Now this doesn't mean that there aren't some nuances to how we experience love, or perhaps more significantly, how we make decisions related to love. I think that's where the rubber meets the road. For instance, it's possible to love someone to the core of your being and beyond, and at the same time recognize that spending time with them for the long haul is going to ruin your life. That's one nuance.

Here's another (and, spoiler alert! another cliche will be involved). A long time ago I loved someone who was more than a few years older than me. I wanted to have a family, and he'd already had his family. The odds of either one of us conceding our position on this matter were excruciatingly small, and as time went by and my clock ticked, I had to make a very difficult decision. Extricating myself from that relationship was beyond difficult, and took several years of missteps in an effort to be available for a new relationship that included the possibility of a family. Among other lessons learned and wisdom gained, the reality that love does not always conquer all became abundantly, and painfully, clear. In this case it wasn't love that bore the condition, it was my own deep yearning for a family that carved a difficult line through the substance of what was otherwise fulfilling.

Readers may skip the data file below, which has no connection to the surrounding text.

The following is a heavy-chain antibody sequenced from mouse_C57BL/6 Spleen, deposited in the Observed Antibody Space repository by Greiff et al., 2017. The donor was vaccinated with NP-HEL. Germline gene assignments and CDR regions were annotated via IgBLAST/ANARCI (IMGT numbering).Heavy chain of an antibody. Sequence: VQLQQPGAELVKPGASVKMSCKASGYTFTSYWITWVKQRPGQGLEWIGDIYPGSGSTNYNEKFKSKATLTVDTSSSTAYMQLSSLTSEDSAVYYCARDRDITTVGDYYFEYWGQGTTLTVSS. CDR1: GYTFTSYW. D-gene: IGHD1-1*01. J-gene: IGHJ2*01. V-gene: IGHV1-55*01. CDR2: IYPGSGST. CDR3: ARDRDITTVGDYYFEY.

There is, as well, a kind of sacrificial love that means that the other person's needs will always come first, no matter what. I don't know if it takes a certain kind of person to practice such love, or if I have yet to know that kind of love in my own life to appreciate it fully, but I want to acknowledge that it exists. 

I'm sure there are other variations on this same theme that illustrate what I refer to here as nuance.  In the end, however, after turning corners of tall grass into blades of uniform height, and considering how we make choices when love stands at the core of any kind of decision, I am back where I ended up: if conditions are attached, we're not talking about love. 

Aren't you glad I shared? Since grass-cutting season is just out of the gate, chances are good that the coming months will see more than friday five blog posts here on this page.  I'm always open to suggestions, too.